It is essential that an organized training program for a child is safe, developmentally appropriate and engaging; it must offer the child an all-round positive experience. Much of the hesitation that parents feel is due to tales of inexperienced, overzealous coaches who implement unsafe poorly designed programs—particularly in resistance training. During the 1970s and 1980s, data from the National Electronic Injury Surveillance System suggested that resistance training was a dangerous activity for youth, given the numerous emergency-room reports of injuries from exercises and equipment. When the data were revisited, however, researchers concluded that nearly all of the injuries resulted from improper training techniques, excessive loading, lack of adult supervision or faulty equipment (Faigenbaum et al. 2009). Current research has not discovered any overt clinical injuries during properly designed and supervised resistance training at any age (Faigenbaum et al. 2009).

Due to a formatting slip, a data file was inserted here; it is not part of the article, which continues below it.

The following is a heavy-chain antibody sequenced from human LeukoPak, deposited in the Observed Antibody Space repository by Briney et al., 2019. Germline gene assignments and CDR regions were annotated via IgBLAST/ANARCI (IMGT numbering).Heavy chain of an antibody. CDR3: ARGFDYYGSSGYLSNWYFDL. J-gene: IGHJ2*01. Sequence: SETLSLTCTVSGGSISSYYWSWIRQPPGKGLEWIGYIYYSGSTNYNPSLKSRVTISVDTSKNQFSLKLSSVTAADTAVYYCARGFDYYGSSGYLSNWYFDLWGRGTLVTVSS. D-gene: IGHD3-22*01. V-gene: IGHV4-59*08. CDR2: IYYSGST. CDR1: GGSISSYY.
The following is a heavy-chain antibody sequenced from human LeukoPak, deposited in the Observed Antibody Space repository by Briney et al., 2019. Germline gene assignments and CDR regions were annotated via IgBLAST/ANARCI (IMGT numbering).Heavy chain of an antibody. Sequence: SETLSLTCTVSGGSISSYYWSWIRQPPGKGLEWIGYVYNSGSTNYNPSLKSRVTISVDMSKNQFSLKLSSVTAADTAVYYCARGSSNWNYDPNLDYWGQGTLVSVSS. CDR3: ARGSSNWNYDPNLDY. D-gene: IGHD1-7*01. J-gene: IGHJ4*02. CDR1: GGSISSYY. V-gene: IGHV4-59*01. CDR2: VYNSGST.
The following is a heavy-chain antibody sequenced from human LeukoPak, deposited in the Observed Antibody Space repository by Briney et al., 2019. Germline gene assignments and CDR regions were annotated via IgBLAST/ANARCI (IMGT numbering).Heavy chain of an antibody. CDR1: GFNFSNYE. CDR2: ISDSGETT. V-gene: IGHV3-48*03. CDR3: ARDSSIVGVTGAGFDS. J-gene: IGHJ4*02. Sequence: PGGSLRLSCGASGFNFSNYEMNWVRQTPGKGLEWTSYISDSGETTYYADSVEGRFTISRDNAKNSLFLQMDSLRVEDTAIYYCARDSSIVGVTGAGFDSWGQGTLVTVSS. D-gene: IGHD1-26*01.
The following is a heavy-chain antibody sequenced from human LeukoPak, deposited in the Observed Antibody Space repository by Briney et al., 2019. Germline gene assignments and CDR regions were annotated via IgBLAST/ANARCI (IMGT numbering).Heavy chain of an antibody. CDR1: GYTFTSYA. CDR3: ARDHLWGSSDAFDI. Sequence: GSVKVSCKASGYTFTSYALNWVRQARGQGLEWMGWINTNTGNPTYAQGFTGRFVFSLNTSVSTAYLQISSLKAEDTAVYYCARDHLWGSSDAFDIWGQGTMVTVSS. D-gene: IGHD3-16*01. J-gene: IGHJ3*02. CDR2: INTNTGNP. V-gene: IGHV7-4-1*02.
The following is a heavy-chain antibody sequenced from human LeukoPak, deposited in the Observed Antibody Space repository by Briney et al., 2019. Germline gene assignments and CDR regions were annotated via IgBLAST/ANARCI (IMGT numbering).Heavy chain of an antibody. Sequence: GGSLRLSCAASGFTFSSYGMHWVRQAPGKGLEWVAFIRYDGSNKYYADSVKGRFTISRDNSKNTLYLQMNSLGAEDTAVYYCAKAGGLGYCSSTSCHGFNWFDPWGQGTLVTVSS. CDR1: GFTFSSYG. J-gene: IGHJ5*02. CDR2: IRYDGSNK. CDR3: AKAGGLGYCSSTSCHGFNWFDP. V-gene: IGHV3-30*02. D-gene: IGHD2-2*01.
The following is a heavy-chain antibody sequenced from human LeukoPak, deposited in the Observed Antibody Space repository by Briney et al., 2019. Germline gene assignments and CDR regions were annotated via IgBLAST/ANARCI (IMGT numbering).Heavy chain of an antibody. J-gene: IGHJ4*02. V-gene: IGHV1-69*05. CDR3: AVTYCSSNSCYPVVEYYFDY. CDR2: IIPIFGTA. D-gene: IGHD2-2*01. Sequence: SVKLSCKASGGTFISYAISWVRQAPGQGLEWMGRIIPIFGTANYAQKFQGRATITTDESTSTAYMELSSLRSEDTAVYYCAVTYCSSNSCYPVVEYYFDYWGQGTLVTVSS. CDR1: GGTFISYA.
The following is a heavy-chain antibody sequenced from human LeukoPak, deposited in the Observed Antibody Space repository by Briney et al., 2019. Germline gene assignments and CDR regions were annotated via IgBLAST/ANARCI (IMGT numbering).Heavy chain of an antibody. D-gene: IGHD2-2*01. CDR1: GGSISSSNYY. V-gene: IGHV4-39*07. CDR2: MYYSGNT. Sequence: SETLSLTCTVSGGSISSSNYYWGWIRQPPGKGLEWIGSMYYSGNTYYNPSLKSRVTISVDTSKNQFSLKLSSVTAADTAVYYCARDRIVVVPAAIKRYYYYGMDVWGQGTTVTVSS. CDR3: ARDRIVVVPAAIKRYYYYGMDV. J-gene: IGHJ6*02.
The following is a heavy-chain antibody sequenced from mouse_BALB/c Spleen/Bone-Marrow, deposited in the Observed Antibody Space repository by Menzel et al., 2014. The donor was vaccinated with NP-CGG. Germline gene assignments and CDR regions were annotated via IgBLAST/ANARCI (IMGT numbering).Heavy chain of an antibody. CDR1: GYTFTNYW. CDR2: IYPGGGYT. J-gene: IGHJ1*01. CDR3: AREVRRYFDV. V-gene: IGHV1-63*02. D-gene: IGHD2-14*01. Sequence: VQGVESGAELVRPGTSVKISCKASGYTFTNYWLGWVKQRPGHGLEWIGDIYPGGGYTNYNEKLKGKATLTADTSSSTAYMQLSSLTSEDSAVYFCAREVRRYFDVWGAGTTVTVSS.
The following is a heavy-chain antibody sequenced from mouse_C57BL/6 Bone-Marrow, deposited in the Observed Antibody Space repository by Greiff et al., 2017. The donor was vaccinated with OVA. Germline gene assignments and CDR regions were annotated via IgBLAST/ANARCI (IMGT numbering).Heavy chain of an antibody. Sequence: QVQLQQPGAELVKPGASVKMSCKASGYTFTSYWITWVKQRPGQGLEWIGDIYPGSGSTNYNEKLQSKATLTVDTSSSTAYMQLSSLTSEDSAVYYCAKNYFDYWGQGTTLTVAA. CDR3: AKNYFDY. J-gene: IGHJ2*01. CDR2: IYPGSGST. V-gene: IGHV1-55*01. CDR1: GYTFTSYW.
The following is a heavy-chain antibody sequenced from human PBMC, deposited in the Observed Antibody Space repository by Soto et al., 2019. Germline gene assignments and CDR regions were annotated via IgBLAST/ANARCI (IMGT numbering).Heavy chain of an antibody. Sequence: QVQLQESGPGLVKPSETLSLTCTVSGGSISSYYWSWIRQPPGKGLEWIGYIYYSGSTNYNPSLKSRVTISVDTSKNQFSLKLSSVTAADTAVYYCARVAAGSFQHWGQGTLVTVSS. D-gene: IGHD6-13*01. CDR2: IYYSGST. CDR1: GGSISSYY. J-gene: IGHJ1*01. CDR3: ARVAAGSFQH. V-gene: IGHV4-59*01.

Children of any age can benefit from organized training as long as they have the physical, mental and emotional maturity to address the demands of an appropriate, well-designed program in a positive, engaging environment.

The Priorityfitness Coaching staff have years of experience in the field of fitness and human performance. We invite you to review our expertise and educational credentials.

Training Type

“What type of training should a particular athlete do?”